The Surprising Power of Collaboration

Big World, Small Town

Earlier this month, Spencer Silver died in his home in St. Paul, Minnesota. He was 80-years-old.

If you don’t know who Dr. Spencer Silver is, well you’re in good company. Like most people who change the world, Spencer Silver was not a household name. I actually had no idea who he was until I read his obituary in the New York Times last Sunday. But I was very struck by what I read about his life in the appreciation written by Richard Sandomir.

Dr. Spencer Silver was a research chemist at 3M for most of his career. In 1968, he was working in his lab to develop an adhesive so strong it could be used in the building of aircraft. Although he worked very hard and created a number of novel adhesives, Silver ultimately failed at creating the super strong chemical joiner that he’d set out to develop.

But during his experiments, Silver did manage to create a new adhesive he felt was a real breakthrough. This new adhesive was able to stick tightly to surfaces, but was also easily peeled away and didn’t leave a stain. It could also be reused multiple times.

While Silver was very excited about his creation, no one at 3M seemed very interested. Silver patented the new adhesive in 1972, and was known to give frequent seminars at the company touting his pet project, but product developers just didn’t think that it had a commercial application.

But then one day, Art Fry, a chemical engineer who worked at 3M developing new products heard about Silver’s adhesive from a colleague while on the golf course. He decided to attend one of Dr. Silver’s seminars to learn more about it.

The seminar impressed Fry but he wasn’t able to come up with a use for the adhesive until one day when he was at church choir practice. The bookmarks Fry used to mark pages in his hymnal kept falling out, and he kept losing his place. Frustrated, Fry decided to create a bookmark using Silver’s new adhesive. The new bookmark stuck to pages, stayed in place, and could be removed without damaging the pages of the hymnal. 

Soon after, Fry began to develop what he called a “repositionable pressure-sensitive adhesive sheet material.” The product was finally released by 3M in 1979 and it is still sold today.

We know it as the Post-It Note.

Post-It Notes didn’t revolutionize the world, but chances are good that you’ve used them many times in your life, and those little sticky notes have made your life a little bit better countless times.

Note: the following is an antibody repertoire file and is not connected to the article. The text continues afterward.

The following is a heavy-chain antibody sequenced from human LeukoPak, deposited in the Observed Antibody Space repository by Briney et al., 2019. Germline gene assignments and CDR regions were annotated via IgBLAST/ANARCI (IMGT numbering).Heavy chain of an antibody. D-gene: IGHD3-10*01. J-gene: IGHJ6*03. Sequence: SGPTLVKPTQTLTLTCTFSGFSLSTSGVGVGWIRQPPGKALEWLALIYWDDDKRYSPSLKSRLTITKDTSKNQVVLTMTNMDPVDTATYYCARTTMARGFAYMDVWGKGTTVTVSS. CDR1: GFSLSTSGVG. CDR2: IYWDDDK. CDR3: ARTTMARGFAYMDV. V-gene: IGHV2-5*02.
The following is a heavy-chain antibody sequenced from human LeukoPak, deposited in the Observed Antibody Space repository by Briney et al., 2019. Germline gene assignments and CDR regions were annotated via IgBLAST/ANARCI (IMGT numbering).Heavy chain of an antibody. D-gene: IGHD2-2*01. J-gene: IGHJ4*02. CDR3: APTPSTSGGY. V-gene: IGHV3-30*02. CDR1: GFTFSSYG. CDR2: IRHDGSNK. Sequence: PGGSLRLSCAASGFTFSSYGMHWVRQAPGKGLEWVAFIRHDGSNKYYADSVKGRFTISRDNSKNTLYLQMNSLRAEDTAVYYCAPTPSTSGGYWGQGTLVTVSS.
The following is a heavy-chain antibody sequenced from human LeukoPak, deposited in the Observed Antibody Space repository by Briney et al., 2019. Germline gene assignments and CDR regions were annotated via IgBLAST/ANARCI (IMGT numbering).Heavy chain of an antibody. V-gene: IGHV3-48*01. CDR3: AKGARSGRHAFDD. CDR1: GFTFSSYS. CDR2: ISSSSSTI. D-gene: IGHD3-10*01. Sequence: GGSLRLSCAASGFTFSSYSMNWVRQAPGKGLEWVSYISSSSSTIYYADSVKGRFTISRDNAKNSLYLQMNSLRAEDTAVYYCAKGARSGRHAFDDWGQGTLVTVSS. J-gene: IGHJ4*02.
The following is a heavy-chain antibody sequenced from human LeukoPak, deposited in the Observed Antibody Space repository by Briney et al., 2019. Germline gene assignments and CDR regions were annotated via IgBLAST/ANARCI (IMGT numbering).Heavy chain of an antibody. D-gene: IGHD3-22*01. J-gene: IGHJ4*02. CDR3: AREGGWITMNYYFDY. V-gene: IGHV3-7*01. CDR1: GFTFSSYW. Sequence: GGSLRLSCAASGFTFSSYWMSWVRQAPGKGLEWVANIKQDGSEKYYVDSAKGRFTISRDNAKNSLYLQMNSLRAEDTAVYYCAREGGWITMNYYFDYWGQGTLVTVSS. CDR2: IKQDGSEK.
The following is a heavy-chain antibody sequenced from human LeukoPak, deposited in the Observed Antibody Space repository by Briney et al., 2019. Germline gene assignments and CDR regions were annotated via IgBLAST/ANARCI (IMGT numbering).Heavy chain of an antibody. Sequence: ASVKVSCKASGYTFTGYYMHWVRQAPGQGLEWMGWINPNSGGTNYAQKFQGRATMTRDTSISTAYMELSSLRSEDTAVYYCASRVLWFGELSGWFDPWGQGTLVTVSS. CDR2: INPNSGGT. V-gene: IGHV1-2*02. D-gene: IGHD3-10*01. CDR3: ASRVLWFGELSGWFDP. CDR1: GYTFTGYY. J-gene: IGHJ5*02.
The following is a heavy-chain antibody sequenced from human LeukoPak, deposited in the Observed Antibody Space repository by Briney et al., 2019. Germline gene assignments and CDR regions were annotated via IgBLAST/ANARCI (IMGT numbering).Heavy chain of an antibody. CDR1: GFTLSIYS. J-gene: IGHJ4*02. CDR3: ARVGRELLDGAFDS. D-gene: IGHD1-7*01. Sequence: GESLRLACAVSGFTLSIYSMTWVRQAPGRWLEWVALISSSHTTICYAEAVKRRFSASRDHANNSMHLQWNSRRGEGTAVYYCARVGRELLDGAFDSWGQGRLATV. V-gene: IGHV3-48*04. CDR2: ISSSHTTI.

What struck me most about this history of the Post-It Note was that this product never would have been created had not Silver and Fry collaborated together to create it. Silver had an exciting new adhesive he didn’t have a use for until Fry came up with a way to use it to improve the lives of church choir members, and then people everywhere.

Amazing things can happen when people collaborate.

My practice as a psychotherapist is also a very collaborative kind of work. I don’t know what approach to therapy I’ll take until I learn who my client is and what they want to achieve. I can never tell my client what their goals should be, and they usually can’t tell me what kind of treatment would be best suited to reaching those goals. 

To get things done, we have to work together.

Recently, I was encouraging one of my clients to develop a gratitude practice. Establishing a habit of listing the things in your life that are going well can be very powerful, especially for people who are struggling with depression. My client and I were tossing around ideas on how to seamlessly integrate gratitude into his daily life, how to attach it to something that he already did, when a strange new idea sprang up in my mind.

Why not do a gratitude practice every time you have a bowel movement? We all poop, and there’s something metaphorically satisfying with taking in the good at the same time you are removing the waste from your body. We both had a good laugh about him thinking of our conversation every time he defecated, and then remembering to list the things that were going well in his life.

The client that I was working with is very literate and has a great sense of humor too. There’s no doubt in my mind that I never would have come up with this particular intervention had I been working with a different person. The Thomas Toilet Gratitude Practice™ was truly a collaborative creation!

To make things that are insanely great, we often need other perspectives. As Steve Jobs once said, “my model for business is The Beatles. They were four guys who kept each other’s kind of negative tendencies in check. They balanced each other and the total was greater than the sum of the parts. That’s how I see business: great things…are never done by one person. They’re done by a team of people.” 

So if you find yourself thinking about this column the next time you use the bathroom, and you end up reflecting on the grace that’s in your life as a result, you have not only me and my client to thank, but also the surprising power of collaboration. 

Charles D. Thomas is a writer, psychotherapist, and Main Street Media Group board member who made Three Rivers his home for over a decade. Feedback is welcome at Charles@charlesdthomas.com


Any views or opinions expressed in “Big World, Small Town” are those of the author and do not necessarily reflect the views or opinions of the Watershed Voice staff or its board of directors.